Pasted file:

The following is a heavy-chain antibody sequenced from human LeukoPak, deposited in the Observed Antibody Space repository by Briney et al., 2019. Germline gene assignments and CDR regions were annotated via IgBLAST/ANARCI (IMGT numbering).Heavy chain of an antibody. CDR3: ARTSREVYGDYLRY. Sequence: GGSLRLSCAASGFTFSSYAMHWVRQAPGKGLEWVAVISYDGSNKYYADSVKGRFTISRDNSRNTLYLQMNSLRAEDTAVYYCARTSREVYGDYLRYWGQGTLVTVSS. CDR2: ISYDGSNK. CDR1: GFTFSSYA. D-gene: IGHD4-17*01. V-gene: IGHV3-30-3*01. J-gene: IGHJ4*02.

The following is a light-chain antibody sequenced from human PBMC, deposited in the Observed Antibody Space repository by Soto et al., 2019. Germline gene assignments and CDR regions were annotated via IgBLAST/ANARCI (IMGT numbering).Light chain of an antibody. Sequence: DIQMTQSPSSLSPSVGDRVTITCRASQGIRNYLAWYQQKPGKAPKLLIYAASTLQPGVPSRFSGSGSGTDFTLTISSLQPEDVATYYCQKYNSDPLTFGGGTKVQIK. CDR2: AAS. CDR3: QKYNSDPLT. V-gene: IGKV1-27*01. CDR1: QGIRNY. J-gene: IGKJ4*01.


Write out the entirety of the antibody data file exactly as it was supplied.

The following is a heavy-chain antibody sequenced from human LeukoPak, deposited in the Observed Antibody Space repository by Briney et al., 2019. Germline gene assignments and CDR regions were annotated via IgBLAST/ANARCI (IMGT numbering).Heavy chain of an antibody. CDR3: ARTSREVYGDYLRY. Sequence: GGSLRLSCAASGFTFSSYAMHWVRQAPGKGLEWVAVISYDGSNKYYADSVKGRFTISRDNSRNTLYLQMNSLRAEDTAVYYCARTSREVYGDYLRYWGQGTLVTVSS. CDR2: ISYDGSNK. CDR1: GFTFSSYA. D-gene: IGHD4-17*01. V-gene: IGHV3-30-3*01. J-gene: IGHJ4*02.

The following is a light-chain antibody sequenced from human PBMC, deposited in the Observed Antibody Space repository by Soto et al., 2019. Germline gene assignments and CDR regions were annotated via IgBLAST/ANARCI (IMGT numbering).Light chain of an antibody. Sequence: DIQMTQSPSSLSPSVGDRVTITCRASQGIRNYLAWYQQKPGKAPKLLIYAASTLQPGVPSRFSGSGSGTDFTLTISSLQPEDVATYYCQKYNSDPLTFGGGTKVQIK. CDR2: AAS. CDR3: QKYNSDPLT. V-gene: IGKV1-27*01. CDR1: QGIRNY. J-gene: IGKJ4*01.